“There’s no doubt it was a tough regular season for [Penner], said defenseman Willie Mitchell. “When Darryl came in, he demanded a little bit more from him. He was real straightforward with it. Darryl’s been demanding on him, been real with him, and give Penner credit for looking him straight back in the eye and saying, ‘OK, I’ve got to compete a little bit more, prepare a little bit more, and play with more substance to [my] game,’ as far as being stronger on pucks, winning battles, and using his size. He’s done that.”
“You give Darryl credit for being straightforward, and being real with him, but you’ve got to give Penner a lot of credit, because you have to go out and do it yourself, and he’s doing that,” added Mitchell. “Give Penner credit. He worked hard to get the opportunity. He started playing some better hockey, and ended up getting bumped up to play with [forward Jeff] Carter and [center Mike] Richards. I think they’ve started to find some chemistry.”
“He’s started to find some confidence in his game, and when you find confidence in your game, all of a sudden, you get faster, you get stronger. All those things happen, and you can see that in his game now. He’s much quicker on the puck, much stronger on the puck, and he’s playing really well for us.”
But don’t expect Penner to bask in the limelight, take all the credit, or even think about his own situation.
“I guess when you’re in a hole that no one can really dig you out of except for yourself,” he noted. “I put that pressure and that stress on myself to get me out of where I was. I had great support from teammates, family, friends, the organization as a whole.”
Back to that overtime game-winner…
“I hadn’t scored in awhile, and the last one was into an empty net, so it felt good to score one with the goalie in,” said Penner. “Other than that, it was just such an intense, high pressure situation, because everybody’s hoping, while they’re sitting on the bench, watching, that there’s someone on the ice, on their team, [who’s] going to score. The longer it goes, you know how you get those iffy goals, or a fluke bounce that ends up right on the door step, on someone’s stick. It was nice to end that pressure that everyone was feeling.”
And yes, Penner was intentionally ignoring the personal significance of scoring that huge goal.
“It’s not significant [beyond] the obvious reasons for me,” said Penner. “It’s nice to get that goal to get [us] to the Stanley Cup Finals, because I know what an experience it [will be] for the rest of the guys, and you know how hard we’ve worked for the past [102 pre-season, regular season and playoff] games that we’ve played, the amount of practice hours. It’s nice to have that opportunity to win it all. Hopefully, we can keep on going.”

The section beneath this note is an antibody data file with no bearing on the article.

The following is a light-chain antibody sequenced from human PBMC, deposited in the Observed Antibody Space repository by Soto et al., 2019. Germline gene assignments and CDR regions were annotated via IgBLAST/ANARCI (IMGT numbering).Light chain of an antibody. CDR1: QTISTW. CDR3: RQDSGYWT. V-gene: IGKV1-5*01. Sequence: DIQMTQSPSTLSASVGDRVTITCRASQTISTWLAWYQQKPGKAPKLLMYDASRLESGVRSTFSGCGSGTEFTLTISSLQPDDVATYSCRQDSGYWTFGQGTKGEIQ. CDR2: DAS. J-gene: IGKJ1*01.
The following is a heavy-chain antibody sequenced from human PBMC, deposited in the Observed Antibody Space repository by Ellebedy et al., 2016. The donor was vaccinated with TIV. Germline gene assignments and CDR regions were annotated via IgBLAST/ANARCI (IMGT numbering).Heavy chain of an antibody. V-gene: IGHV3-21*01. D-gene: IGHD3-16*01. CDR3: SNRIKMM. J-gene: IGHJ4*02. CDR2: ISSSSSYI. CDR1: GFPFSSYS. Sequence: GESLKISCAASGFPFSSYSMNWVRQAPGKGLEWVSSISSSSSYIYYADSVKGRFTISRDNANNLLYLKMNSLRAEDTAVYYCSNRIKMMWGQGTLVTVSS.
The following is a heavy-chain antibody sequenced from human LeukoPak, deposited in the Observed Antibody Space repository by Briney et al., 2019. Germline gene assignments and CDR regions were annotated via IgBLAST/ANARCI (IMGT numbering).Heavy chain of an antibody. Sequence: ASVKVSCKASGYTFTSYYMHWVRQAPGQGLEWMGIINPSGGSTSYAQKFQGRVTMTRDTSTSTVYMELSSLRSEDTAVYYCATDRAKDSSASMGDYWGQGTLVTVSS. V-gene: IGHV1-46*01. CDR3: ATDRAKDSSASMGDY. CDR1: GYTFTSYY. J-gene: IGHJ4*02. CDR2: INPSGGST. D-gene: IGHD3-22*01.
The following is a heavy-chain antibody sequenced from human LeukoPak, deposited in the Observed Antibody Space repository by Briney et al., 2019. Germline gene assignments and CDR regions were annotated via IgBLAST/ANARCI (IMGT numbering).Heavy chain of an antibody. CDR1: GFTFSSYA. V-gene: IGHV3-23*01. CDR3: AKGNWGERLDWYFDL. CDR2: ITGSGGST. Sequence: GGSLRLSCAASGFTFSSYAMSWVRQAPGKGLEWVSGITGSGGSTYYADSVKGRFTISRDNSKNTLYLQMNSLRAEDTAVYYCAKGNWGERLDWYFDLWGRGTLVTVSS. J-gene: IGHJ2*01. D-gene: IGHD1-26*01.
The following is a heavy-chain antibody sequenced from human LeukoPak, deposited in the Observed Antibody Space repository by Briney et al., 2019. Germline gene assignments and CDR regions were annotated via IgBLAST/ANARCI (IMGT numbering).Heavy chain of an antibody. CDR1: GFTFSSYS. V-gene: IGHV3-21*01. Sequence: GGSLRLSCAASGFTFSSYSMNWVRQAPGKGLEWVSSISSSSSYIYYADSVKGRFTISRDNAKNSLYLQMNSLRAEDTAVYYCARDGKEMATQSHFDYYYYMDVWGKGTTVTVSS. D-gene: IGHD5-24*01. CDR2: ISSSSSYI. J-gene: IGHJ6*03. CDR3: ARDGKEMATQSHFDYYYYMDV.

“I’m sure he’s sick of talking about what’s happened in the past, and that he wants to talk about the team, how well we’re doing,” said Williams. “He doesn’t want to talk about the year he had, and what he went through. I think the rest of us want to focus on the future, too.”
For Penner, the idea is to stay focused on the road ahead, the task at hand.
“Guys who have scored that one before would be lying if they said they didn’t feel some sense of self-satisfaction, but for me, it’s more the overall satisfaction that the team—I couldn’t have done it without my teammates, and the people who put me in that position, whether it was trainers, coaches, management,” he explained. “It sounds cliche, but it’s bigger than me. It had more to do with the team than it had to do with me. I just happened to be the guy with the puck on his stick at that moment.”
“I’m not looking back too much right now, or sitting back, and seeing what people think about what I’ve accomplished, he elaborated. “For me, and for the team, it’s about looking at the opportunity in front of you, worrying about that, and [trying] to stay focused.”
Even if Penner was not thinking about the significance of that goal for himself, his teammates were, a little bit, anyway.
“You’re always happy to see a teammate succeed after a stretch where things aren’t going their way,” Mitchell noted. “It’s really important for us, at this time of year, to have guys raise their level of [play]. That’s what you need in the playoffs. It’s all about guys doing it at different times, and he’s a guy who’s been doing it for us.”
“Anytime you score a goal, you get that instant confidence again, and you feel good about yourself,” said Stoll. “It’s no different with him, just to see that smile on his face. A lot of us in here struggled to score goals, so when you get one, it feels pretty good.”
“I’m sure he’d be the first to tell you that it’s been and up and down year for him,” said Carter. “Since I’ve gotten here, I’ve noticed that he’s always happy, and he keeps working hard. When you’re upbeat and stay positive, good things are bound to happen. He’s been playing great with our line, the last little while. It’s nice to see him get a big goal like that.”
The bottom line is that it is time to focus on what National Hockey League teams are all playing for when the season begins.
“It’s pretty exciting to be going back to the Stanley Cup Finals,” Penner beamed. “I’m happy for my teammates, the organization, and for the guys who haven’t been there before, because it’s a once-in-a-lifetime experience and opportunity.”
Raw Audio Interviews: Los Angeles Kings Media Conference Call, May 23, 2012
Dustin Penner (8:03)
Darryl Sutter (8:25)
Raw Audio Interviews: Los Angeles Kings Optional Skate, May 24, 2012
(Extraneous material and dead air have been removed):
Willie Mitchell (8:09)
Dustin Penner (7:08)
Darryl Sutter (5:27)
Raw Audio Interviews: Los Angeles Kings Practice, May 25, 2012
(Extraneous material and dead air have been removed):
Dustin Brown (11:28)
Jeff Carter (2:58)
Anze Kopitar (2:49)
Jarret Stoll (3:46)
Darryl Sutter (11:31)